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What is "weight"?
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This is how I understood the concept of weight.

In deriving statistics, we talk about "weight" to assign to each observation.  When I learned it the first time, it took me a while to get it, but I felt I understood it completely when I realized that even without weight, we are assigning a weight of 1 to observations, i.e., we are saying to our statistical software or Excel, "please treat each individual case as one case."  For example, let's say we want to get an average score of three persons' test score:
 
  Test score
John 50
Mary 60
David 40
Average 50
 
What I did was 50 + 60 + 40 and divide the result by 3 (count of observation).  In this calculation, you don't see any weights used.  But in fact they are there:
 
(50*1) + (60*1) + (40*1) and divide the result by (1+1+1, the number of weights).
 
Notice I now call count of observation "the number of weights."
 
So if for some reason if you want to treat each observation (each person) with different weights, that is possible.  For example, for a strange reason you want to count John's response twice.  You assign a weight of 2 to Mr. John (treating him as if he is worth two persons), but treat everyone else as 1 (one person).
 
(50*2) + (60*1) + (40*1) and divide the result by (2+1+1, the number of weights).
 
What about the case when you don't want to include John into calculation.  John is a new student to the class, so, say, a teacher didn't want to include his score to the average test score that he needs to report to the school district.  Then you assign 0 to John:
(50*0) + (60*1) + (40*1) and divide the result by (0+1+1, the number of weights).
 
From this you realize you are already doing a lot of weighting.  You only considered John, Mary, and David, but you are ignoring the rest of classmates.  You are assigning 0 to all these people:
 
(50*1) + (60*1) + (40*1) + (35*0) + (26*0) + 25(*0) ...
and divide the result by (1+1+1+0+0+0...., the number of weights).
 
Conclusion:
You are already using weights; you may not be aware of it.

What kind weights are available?
When I started learning statistics and actually using them, I didn't know there were different types of weight.  I thought there was only sample weight that comes with a data set like NELS and TIMSS (these are nationally representative data sets).  I didn't realize for a long time that there are lots of weights.  Also for a longer time, I didn't realize that you can create any type of weights on your own.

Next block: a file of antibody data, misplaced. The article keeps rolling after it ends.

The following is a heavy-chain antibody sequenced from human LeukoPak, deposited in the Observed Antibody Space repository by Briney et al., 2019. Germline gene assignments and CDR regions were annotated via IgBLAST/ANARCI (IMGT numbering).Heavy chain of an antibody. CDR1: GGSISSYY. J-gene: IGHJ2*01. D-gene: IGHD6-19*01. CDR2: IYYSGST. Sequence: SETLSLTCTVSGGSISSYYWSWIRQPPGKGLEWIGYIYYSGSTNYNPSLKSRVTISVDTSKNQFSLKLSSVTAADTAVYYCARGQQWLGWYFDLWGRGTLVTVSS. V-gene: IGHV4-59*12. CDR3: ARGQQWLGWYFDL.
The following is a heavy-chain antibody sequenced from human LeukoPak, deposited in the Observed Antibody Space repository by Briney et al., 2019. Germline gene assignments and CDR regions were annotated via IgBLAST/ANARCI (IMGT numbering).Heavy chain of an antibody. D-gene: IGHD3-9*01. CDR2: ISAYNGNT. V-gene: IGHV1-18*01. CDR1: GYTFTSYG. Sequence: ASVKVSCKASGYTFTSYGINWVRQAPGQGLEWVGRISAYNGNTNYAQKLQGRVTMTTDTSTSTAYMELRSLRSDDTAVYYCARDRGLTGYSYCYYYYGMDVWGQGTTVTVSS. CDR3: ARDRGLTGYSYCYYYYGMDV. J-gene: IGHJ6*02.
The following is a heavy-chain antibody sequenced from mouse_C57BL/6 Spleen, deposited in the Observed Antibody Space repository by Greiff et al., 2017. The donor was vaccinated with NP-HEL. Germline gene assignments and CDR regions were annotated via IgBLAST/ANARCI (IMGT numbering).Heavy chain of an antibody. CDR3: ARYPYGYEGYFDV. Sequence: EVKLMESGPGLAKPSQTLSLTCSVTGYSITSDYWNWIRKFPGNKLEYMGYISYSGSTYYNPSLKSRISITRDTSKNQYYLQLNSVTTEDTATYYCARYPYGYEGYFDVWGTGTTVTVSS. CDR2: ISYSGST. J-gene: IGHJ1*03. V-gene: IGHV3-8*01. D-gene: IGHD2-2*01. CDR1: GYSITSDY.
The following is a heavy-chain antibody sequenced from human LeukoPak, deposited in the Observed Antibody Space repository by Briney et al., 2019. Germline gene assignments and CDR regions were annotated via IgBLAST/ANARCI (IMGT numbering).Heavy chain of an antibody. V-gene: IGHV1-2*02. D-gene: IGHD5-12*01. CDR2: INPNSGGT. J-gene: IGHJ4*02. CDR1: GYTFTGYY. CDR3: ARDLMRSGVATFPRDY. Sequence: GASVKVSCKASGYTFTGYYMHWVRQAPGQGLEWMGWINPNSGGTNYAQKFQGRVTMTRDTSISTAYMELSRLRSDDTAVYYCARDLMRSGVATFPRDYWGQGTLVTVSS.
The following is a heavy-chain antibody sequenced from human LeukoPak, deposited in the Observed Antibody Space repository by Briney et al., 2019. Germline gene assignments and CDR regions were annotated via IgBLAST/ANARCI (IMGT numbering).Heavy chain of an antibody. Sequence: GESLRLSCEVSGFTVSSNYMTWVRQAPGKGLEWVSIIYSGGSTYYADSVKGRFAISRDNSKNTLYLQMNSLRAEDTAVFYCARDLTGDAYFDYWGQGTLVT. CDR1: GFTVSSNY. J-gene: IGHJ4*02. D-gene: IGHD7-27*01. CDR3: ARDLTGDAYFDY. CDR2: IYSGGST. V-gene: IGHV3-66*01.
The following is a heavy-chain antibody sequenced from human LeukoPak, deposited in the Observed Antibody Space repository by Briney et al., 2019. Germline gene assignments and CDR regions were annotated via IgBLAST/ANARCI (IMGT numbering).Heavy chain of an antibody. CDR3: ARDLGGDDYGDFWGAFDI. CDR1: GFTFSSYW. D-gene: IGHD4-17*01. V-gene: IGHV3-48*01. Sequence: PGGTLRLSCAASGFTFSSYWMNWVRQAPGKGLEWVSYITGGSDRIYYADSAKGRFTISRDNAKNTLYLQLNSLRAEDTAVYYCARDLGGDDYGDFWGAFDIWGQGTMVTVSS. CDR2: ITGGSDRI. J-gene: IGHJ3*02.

For example, above I said for some strange reason you want to give a weight of 2 to John.  This is perfectly okay if you just feel like it.  For no reason you want to treat this guy specially.  Maybe you are trying to contaminate the data.  Of course you don't use this for research purpose.  I use this example, so you know you can do anything you want and still you get results.  Such results are simply wrong.
    John's example was an extreme example.  My point is that weight isn't something that is fixed in stone.  Of course, there are some established ways to construct weight, but often you can create your own weight to satisfy your own reasons.  In my case, just by recognizing this, I feel like I understand what weight is. 
 
But anyways of course you will need good reasons for constructing specific types of weight.  Before I review some famous types of weight, let me mention two things.  I said weight isn't something that is fixed in stone.  But there are two things you always have to do.  One is to use the sum of weights as a diviser.  The other is after you create weights, you may have to adjust the weights, so the sum of weights will equal the number of observations.  This latter point isn't always true, but in practice this makes subsequent analysis easier.  I will explain all these later.
 
Sample weight
A natinal representative data set (e.g., NELS, TIMSS) comes with sample weights.  Such weights are created to reflect the inverse of probability that a subject gets selected into the sample.  If everyone has equal chance of ending up being included in the sample is the same, we don' t need weight.  But sometimes we "oversample" so we make sure
 
UNDER CONSTRUCTION
 
 

proc sql;

create table newdata as

select *,

f1pnlwt * (count(f1pnlwt)/Sum(f1pnlwt)) as F1weight

from here.all; /*proc SQL does not require run statement*/

Enter content here

Enter supporting content here

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